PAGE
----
July 18, 2024
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B-Positive to C-Positive

The metzora is the infamous character found to have tzara’at, primarily occurring due to transgressing the sin of speaking bad about others. What kind of person is this metzora? And more importantly, what led him to fall into this terrible sin of slander?

In describing the process after the Kohen declares the metzora tamei, the pasuk states that the metzora calls out the words “impure, impure, v’tamei tamei yikra.” The Shelah Hakadosh (Shnei Luchot Habrit, Tazria-Metzora) has an understanding of this phrase that I think hits the core of what the metzora’s underlying character flaw is. Says the Shelah Hakadosh, the one who is unclean himself (i.e., the metzora) will declare another person to be tamei. “V’tamei,” the one who is impure, “tamei yikra,” will call another person impure. Typically when we see someone speaking negatively about others, from the outside it seems like the speaker is above and beyond the negativities he is mentioning in his slander. But what’s going on internally? The Shelah teaches us that this exact person calling someone “impure” is actually “impure” himself.

According to this understanding of the Shelah, I think we get a glimpse into the background of the metzora’s personality and what is driving him toward his slander, his cynical behavior. The fact that he himself contains a certain personal negativity or negatives about himself leads him to see and speak negatively about another person. (Interestingly, the gematria (numerical value) of metzora (406) is similar to the gematria of “ayin hara” (405). I think it’s cool to be one off on gematrias!) The root cause that may have led to his eventual sin of slander is his own negative reality or perceived negative reality of himself.

Much (or perhaps all) of how we view our reality is based on our feelings and thoughts. For example, take a bad mood day or when going through a low mood swing. A person in a bad or low mood will see things in a negative light. His vision is clouded by his low mood. His feelings toward something can change based on his mood, and this might eventually lead him to believing that that thing is indeed not good.

To take it one step further: take someone who actually thinks negatively of himself. It’s only normal that someone who entertains this notion becomes self-conscious and uncomfortable about it. Even someone with a strong ego and self-confidence will to some degree feel bad about himself. At a certain point, when it builds up and gets very emotionally provoking, a common reflex to feel uplifted from these frustrating feelings is to put others down, to speak bad about others. We don’t always know what’s going on inside another person, but when we see a person unjustifiably speaking negatively about another person, this is almost a sure sign that he is transferring his own negativities onto another person. It’s all a reflection of his thoughts and feelings about himself. He thinks and believes he’s “impure,” and his negative feelings in this regard may lead him to declare others “impure.” A person who speaks lashon hara might think he is only speaking bad about someone else, while he may fail to realize that he might also be speaking bad about himself since through his speech he reveals to others what’s going on inside of him. When tempted to speak lashon hara, catch yourself to explore whether this drive is stemming from something you’re uncomfortable about in your own self.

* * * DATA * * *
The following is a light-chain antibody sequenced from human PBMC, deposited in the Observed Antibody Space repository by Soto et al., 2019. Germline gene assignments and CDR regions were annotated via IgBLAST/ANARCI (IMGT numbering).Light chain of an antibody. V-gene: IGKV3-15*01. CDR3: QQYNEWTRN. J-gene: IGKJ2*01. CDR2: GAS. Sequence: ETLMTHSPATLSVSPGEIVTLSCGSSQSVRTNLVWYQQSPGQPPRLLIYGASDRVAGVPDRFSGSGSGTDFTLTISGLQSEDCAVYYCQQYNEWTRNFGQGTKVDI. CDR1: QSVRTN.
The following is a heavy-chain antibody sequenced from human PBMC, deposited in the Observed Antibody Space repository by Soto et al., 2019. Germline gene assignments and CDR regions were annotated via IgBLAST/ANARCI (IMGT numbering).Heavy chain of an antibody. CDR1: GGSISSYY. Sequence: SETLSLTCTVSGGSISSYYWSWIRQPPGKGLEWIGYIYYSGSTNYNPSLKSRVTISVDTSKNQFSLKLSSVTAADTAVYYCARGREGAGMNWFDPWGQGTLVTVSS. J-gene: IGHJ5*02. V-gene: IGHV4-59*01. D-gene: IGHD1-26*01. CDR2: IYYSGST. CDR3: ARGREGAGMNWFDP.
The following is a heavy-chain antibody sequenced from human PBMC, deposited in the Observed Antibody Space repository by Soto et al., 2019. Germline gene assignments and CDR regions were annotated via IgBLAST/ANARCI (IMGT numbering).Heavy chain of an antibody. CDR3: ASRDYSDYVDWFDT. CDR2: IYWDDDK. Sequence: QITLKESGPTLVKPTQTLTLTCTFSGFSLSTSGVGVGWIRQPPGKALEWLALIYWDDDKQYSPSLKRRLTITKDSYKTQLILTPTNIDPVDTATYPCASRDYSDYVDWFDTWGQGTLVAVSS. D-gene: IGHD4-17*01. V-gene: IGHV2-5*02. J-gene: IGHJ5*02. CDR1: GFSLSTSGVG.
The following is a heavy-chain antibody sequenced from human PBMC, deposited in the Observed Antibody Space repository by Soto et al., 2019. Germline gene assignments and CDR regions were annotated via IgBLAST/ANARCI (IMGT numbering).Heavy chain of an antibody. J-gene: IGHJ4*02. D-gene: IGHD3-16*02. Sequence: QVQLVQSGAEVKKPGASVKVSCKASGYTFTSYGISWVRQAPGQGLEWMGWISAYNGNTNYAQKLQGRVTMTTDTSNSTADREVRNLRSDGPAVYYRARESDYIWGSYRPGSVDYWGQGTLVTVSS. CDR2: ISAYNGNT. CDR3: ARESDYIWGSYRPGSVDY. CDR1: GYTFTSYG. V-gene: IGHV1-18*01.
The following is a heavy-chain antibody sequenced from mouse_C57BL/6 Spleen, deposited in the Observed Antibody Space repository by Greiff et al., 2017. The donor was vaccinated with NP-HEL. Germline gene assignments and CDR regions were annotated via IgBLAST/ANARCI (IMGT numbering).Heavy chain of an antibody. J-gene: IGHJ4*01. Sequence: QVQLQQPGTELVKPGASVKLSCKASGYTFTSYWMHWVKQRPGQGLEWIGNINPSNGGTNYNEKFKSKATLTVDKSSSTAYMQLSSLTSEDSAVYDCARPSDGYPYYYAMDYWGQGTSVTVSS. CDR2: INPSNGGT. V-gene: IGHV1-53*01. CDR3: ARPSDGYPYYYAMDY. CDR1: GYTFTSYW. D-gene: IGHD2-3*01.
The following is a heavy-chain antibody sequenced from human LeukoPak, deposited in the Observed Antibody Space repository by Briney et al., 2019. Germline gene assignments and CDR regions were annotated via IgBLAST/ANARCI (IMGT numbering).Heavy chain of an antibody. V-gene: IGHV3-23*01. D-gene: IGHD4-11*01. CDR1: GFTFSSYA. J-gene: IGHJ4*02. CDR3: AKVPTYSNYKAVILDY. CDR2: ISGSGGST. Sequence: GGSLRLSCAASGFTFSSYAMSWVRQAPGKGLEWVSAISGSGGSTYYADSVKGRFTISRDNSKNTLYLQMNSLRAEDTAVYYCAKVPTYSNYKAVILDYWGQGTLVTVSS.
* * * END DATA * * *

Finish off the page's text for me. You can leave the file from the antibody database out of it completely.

Being positive, and feeling positive about yourself, is not just good and helpful for yourself and for your life in general; it’s more than that. It’s what creates your real inner experience of life, your own life, and how you relate to others. A person who feels positive sees positivity; a person who develops a positive self-image sees the positive image of others, and it works vice versa. A person who is able to break out of his feelings of “impure” and enter into a state of feeling pure is highly praiseworthy, and this is an endeavor that needs constant work. The Gemara in Arachin (15b) strongly implies that even a talmid chacham can fall into the trap of being a “mesaper lashon hara” (a speaker of lashon hara). And so we see perhaps that even great and highly accomplished people need to work on overcoming possible negativities they entertain about themselves. Don’t think it’s a selfish endeavour to work on being happy, positive and self-confident in a healthy way; I think it’s actually one of the most selfless agendas to have, because by being in such states you see the good in life, the good in yourself, and the good in others, which ultimately empowers them to see it in themselves and in their own lives.

By Binyamin Benji


Binyamin Benji learns in Yeshivas Rabbeinu Yitzchak Elchanan. He holds an MSW and is the author of the weekly Torah Talk in the Sephardic Congregation of Paramus’ newsletter. He can be reached at [email protected].

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